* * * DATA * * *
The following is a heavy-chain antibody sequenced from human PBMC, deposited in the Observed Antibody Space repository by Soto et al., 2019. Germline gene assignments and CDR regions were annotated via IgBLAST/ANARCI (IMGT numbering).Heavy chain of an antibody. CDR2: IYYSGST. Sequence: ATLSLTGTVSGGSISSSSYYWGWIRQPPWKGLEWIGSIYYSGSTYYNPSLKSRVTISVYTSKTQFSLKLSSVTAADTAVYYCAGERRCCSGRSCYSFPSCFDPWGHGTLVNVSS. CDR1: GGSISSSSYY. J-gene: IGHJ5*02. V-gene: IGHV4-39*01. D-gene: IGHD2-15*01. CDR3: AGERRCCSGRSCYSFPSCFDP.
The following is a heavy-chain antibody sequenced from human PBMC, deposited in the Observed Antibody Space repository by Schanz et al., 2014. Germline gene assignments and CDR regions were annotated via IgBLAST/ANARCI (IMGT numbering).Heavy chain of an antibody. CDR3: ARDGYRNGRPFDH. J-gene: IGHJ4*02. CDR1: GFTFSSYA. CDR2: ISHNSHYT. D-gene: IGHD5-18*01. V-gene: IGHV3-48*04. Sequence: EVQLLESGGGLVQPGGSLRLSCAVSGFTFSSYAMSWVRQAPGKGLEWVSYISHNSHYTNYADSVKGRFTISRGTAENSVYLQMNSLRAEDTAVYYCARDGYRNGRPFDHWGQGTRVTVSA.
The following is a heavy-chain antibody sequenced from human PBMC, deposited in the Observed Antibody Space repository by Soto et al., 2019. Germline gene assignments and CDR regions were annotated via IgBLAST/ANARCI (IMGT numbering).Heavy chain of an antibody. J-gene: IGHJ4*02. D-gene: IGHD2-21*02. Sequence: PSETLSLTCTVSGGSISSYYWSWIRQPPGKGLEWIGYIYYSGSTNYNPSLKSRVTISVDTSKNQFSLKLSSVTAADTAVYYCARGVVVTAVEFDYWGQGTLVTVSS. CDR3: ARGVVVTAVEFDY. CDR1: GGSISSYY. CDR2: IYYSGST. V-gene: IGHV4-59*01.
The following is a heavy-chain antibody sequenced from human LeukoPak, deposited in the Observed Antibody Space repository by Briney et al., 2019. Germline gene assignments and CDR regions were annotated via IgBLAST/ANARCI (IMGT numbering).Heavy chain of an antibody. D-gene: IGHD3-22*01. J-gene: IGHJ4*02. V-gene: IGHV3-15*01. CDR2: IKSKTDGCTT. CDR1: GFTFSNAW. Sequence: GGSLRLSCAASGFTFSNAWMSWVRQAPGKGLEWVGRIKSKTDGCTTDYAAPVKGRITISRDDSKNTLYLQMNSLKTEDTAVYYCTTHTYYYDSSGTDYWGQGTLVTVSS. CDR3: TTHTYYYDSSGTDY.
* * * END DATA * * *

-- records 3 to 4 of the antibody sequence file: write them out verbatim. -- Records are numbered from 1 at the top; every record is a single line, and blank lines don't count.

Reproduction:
The following is a heavy-chain antibody sequenced from human PBMC, deposited in the Observed Antibody Space repository by Soto et al., 2019. Germline gene assignments and CDR regions were annotated via IgBLAST/ANARCI (IMGT numbering).Heavy chain of an antibody. J-gene: IGHJ4*02. D-gene: IGHD2-21*02. Sequence: PSETLSLTCTVSGGSISSYYWSWIRQPPGKGLEWIGYIYYSGSTNYNPSLKSRVTISVDTSKNQFSLKLSSVTAADTAVYYCARGVVVTAVEFDYWGQGTLVTVSS. CDR3: ARGVVVTAVEFDY. CDR1: GGSISSYY. CDR2: IYYSGST. V-gene: IGHV4-59*01.
The following is a heavy-chain antibody sequenced from human LeukoPak, deposited in the Observed Antibody Space repository by Briney et al., 2019. Germline gene assignments and CDR regions were annotated via IgBLAST/ANARCI (IMGT numbering).Heavy chain of an antibody. D-gene: IGHD3-22*01. J-gene: IGHJ4*02. V-gene: IGHV3-15*01. CDR2: IKSKTDGCTT. CDR1: GFTFSNAW. Sequence: GGSLRLSCAASGFTFSNAWMSWVRQAPGKGLEWVGRIKSKTDGCTTDYAAPVKGRITISRDDSKNTLYLQMNSLKTEDTAVYYCTTHTYYYDSSGTDYWGQGTLVTVSS. CDR3: TTHTYYYDSSGTDY.